By the s even pleas for "individualism" were desperate and essentially ineffectual cries which expressed a deeper lack of meaningful individuality. Most explicitly in The True and Only Heaven , Lasch developed a critique of social change among the middle classes in the US, explaining and seeking to counteract the fall of elements of " populism ". He sought to rehabilitate this populist or producerist alternative tradition: "The tradition I am talking about It is very radically democratic and in that sense it clearly belongs on the Left.
But on the other hand it has a good deal more respect for tradition than is common on the Left, and for religion too. By the s, Lasch had poured scorn on the whole spectrum of contemporary mainstream American political thought, angering liberals with attacks on progressivism and feminism. He wrote that. A feminist movement that respected the achievements of women in the past would not disparage housework, motherhood or unpaid civic and neighborly services.
It would not make a paycheck the only symbol of accomplishment. It would insist that people need self-respecting honorable callings, not glamorous careers that carry high salaries but take them away from their families. Journalist Susan Faludi dubbed him explicitly anti-feminist for his criticism of the abortion rights movement and opposition to divorce. Lasch was not generally sympathetic to the cause of what was then known as the New Right , particularly those elements of libertarianism most evident in its platform; he detested the encroachment of the capitalist marketplace into all aspects of American life.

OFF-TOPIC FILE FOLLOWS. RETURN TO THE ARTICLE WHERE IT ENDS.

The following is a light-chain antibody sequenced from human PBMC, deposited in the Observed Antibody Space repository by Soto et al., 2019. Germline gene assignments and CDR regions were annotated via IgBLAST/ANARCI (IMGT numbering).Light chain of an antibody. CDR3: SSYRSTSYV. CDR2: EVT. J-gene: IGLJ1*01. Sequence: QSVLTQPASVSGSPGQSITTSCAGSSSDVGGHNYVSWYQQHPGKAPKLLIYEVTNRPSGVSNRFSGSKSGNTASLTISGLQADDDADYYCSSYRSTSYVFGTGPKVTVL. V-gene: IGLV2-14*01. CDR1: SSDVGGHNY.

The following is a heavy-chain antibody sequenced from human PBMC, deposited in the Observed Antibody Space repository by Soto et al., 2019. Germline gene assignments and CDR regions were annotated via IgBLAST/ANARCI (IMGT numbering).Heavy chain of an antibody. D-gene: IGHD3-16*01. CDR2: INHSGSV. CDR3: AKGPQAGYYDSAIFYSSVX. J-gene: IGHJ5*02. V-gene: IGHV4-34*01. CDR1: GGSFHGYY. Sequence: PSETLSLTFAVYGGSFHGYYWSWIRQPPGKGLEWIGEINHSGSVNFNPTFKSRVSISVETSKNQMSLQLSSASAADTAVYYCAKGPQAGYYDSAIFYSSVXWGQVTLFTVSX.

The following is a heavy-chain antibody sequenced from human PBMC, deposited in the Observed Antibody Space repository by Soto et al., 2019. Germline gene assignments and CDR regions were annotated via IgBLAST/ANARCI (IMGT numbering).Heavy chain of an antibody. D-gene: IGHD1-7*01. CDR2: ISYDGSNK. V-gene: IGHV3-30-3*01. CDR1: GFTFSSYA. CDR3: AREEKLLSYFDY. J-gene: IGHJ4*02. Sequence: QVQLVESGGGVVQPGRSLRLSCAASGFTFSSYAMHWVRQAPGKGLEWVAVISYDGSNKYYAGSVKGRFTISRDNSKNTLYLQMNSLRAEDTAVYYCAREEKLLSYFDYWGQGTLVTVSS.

Lasch rejected the dominant political constellation that emerged in the wake of the New Deal in which economic centralization and social tolerance formed the foundations of American liberal ideals, while also rebuking the diametrically opposed synthetic conservative ideology fashioned by William F. Buckley Jr. Lasch also was surprisingly critical and at times dismissive toward his closest contemporary kin in social philosophy, communitarianism as elaborated by Amitai Etzioni. Only populism satisfied Lasch's criteria of economic justice not necessarily equality, but minimizing class-based difference , participatory democracy, strong social cohesion and moral rigor; yet populism had made major mistakes during the New Deal and increasingly been co-opted by its enemies and ignored by its friends.
For instance, he praised the early work and thought of Martin Luther King as exemplary of American populism; yet in Lasch's view, King fell short of this radical vision by embracing in the last few years of his life an essentially bureaucratic solution to ongoing racial stratification.
He explained in one of his books The Minimal Self ,  "it goes without saying that sexual equality in itself remains an eminently desirable objective In Women and the Common Life ,  Lasch clarified that urging women to abandon the household and forcing them into a position of economic dependence, in the workplace, pointing out the importance of professional careers does not entail liberation, as long as these careers are governed by the requirements of corporate economy.